‘RULE NUMBER ONE IS HAVE FUN’, shouts the colourful poster from the wall of the Generator hostel in Hamburg, muttering in smaller letters underneath: ‘Checkout is at 10am’.

In the interests of being an efficient and obedient guest, I head straight to the Reeperbahn – the European home of fun.

Whether city-based or field-based, most music festivals bring the party – scaring either the rats or the squirrels with their sudden monsoon of fag ends and lager. Until the festival kicks off, day-to-day mundanity rules the setting of the event.

Not on the Reeperbahn. This festival barely makes a dent in the chaos that is a normal weekend in this sticky throng. Where it does mingle with the regular routine, it comes out looking the more composed of the two. The pen running down the centre of the strip seems to be protecting the stalls and stages of the outdoor part of the festival from the noise spillage and rampant marauding from the other side of the fence, rather than vice versa.

To ease myself into this chaos, something familiar: Kate Nash is here for some reason, standing out (with James Blunt) like a well-established thumb among the burgeoning Eurotalent competing for attention.

She’s playing at Docks, which is one of my favourite venues on the strip, so I think: ‘What the hell’. And then after listening to her for 30 seconds: ‘What the hell?!’

I came in for a bit of polished cockney spunk, but instead I get Kate and her mates scribbling wistfully on their exercise books. The fact that Kate Nash is already such a distinctive voice, belonging so much to a place and a point in time, makes it difficult to judge her latest incarnation with the fresh ears it probably deserves. As a result, this just feels completely put on, a set in the style of the sleepy-eyed all-girl grunge she perhaps used to listen to when she first learned guitar, and has been itching to try since.

It’s not bad, but it’s hard to take at face value a transition back in time from the girl on the night bus with sick on her brand new trainers to the girl glitching in her mate’s garage with scuffs on her Docs. However, German fans don’t seem to have any problem processing this.

As a contrast to the graffitied wooden cavern of Docks, it’s then over to the sleek Moondo, where German producer Roosevelt’s Caribou-ish calm is a palate-cleansing reassurance of the high quality this festival usually delivers.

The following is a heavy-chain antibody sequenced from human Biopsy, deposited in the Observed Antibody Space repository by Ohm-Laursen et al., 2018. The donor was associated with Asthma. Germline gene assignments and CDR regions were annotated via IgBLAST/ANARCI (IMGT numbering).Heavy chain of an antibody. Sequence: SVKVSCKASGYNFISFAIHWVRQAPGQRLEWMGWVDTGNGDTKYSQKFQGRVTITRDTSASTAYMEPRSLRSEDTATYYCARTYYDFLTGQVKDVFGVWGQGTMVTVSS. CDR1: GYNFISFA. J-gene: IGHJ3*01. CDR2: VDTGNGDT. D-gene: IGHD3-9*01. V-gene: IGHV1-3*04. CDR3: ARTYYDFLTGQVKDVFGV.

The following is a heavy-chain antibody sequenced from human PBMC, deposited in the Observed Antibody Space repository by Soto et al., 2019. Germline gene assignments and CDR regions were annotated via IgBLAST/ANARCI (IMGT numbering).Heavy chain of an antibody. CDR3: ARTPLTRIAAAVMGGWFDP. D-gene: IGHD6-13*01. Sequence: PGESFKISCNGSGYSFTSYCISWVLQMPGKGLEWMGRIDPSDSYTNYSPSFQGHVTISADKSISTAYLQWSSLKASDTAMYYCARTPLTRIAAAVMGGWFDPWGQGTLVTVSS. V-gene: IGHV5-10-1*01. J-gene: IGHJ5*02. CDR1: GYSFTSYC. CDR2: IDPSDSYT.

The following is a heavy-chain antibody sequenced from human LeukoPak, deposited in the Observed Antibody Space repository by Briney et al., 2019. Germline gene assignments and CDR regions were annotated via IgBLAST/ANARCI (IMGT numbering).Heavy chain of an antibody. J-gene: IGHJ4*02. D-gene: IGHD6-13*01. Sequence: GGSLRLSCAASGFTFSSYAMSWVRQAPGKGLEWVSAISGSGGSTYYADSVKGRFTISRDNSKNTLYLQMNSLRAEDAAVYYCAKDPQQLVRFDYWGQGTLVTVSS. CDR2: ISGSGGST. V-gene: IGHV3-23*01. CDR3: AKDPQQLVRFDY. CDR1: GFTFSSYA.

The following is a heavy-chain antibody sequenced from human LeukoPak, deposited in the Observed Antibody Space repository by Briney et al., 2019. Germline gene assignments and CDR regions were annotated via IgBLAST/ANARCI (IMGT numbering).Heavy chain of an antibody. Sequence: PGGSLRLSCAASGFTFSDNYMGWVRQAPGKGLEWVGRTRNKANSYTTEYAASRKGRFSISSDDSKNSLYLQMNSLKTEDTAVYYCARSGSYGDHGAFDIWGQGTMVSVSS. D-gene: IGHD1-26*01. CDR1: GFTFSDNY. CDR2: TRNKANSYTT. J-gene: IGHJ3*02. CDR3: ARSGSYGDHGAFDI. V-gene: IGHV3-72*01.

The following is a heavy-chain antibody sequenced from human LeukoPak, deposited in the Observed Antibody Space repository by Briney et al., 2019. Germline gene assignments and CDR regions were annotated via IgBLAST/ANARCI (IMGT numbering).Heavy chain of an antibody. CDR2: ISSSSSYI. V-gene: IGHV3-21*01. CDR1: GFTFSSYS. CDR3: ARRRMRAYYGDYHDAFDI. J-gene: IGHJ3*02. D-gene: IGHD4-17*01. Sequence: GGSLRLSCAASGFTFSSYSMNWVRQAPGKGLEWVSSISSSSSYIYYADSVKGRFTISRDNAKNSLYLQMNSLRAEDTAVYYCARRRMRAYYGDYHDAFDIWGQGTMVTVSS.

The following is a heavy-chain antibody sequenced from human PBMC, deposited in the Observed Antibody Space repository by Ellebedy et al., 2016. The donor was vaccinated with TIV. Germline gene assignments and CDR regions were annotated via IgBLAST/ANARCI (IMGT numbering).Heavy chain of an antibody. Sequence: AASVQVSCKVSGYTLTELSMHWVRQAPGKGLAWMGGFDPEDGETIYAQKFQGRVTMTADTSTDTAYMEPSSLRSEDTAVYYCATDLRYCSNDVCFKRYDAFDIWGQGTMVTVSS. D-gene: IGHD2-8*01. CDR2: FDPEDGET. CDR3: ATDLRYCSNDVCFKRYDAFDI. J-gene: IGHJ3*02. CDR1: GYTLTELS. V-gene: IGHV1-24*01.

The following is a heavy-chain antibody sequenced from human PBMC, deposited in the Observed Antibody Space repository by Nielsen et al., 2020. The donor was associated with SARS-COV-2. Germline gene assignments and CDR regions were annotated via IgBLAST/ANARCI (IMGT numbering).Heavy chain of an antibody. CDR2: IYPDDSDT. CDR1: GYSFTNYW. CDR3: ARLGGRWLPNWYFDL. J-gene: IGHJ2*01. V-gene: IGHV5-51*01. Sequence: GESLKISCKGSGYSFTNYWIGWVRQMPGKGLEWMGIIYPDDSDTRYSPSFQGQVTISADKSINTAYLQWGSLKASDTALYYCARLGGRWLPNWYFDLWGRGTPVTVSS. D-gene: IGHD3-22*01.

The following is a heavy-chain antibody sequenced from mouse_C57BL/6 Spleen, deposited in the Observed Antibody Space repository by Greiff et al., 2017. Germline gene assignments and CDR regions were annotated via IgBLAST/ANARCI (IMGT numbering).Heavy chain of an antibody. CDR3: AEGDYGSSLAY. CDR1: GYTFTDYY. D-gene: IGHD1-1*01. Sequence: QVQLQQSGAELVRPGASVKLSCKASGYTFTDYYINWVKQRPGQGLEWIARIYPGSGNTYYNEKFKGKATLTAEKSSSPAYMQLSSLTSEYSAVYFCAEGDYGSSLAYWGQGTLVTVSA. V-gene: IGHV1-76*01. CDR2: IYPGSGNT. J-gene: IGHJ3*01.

You can tell, because even the corporate promo is shit hot. Knowing what they’re up against, Jaegermeister have foregone their shot fairies in orange nylon garlands in favour of a full marching band – dancers and all. For their part, O2 are giving out light-up wristbands. Oh, and organising the entire aftershow party at their own expense. Clearly having your brand seen here is such an investment in looking fucking cool that it doesn’t even matter if it’s taking up shopfront space between cowboy gear and dildos.

On paper, I hate Robert DeLong. Some guy from Washington stamps his face and all earthly belongings with a gimmicky symbol and ditches his bandmates to become part of the awkward cover-all that American kids call EDM, or ‘Electronic Dance Music’ – this is also exactly what Alan Partridge would call it in at the same time as expressing his distaste for “lolling gas”.

On the night, though, I can’t get enough of it. The pacey refrains are expertly minimal and exciting, and he has the whole room dancing in the palm of his hand from beat one. He missions around the stage looping, adding live guitar, drums and vocals, and pogoing at the front whenever he hits the sweet spot. I already know that Robert DeLong isn’t just for a Hamburg club at 2am, he’s for life (or at least the next few months til I wear the album out).

In a world where Paloma Faith is considered ‘eccentric’, then the only accurate terms to sum up Kirin J Callinan would need to be pulled from an Attenborough documentary on deep sea creatures.

Like many of the Reeperbahn’s residents, Kirin has made an art of hanging around in his knickers, but in his case he’s less a pornographic promise, and more like a freshly unfrozen neanderthal yet to get used to the modern restrictions of clothing, and of not shitting himself in public.

Tonight he starts the gig in some sort of 80s printed pyjama suit that my mum would describe as ‘snazzy’, and strips down to a vest while eyeballing us intensely and screaming what sounds like a stream of consciousness rant about the various issues he has with the human race, and specific representatives thereof.

It’s either going really well, or really badly, and I love the fact that we can’t tell. “He looks like he wants to kill us all”, “Yeah but he looks like he’d fuck us first, so it’s fine”.

I leave with a commemorative tea towel to clean up the mess.

The chaos of the Reeperbahn Festival is what makes it such an incredible place to see new acts. This place is a year-round party, and standing at the back of the room with your arms crossed takes much more effort than loosening up and joining in.

So strictly do I adhere to the rule about having fun – and for so long into the night – that it almost has a serious knock-on effect on that other rule about a 10am checkout time. Luckily the Generator cleaning staff are totally on top of the rules, and kick us out right on time.

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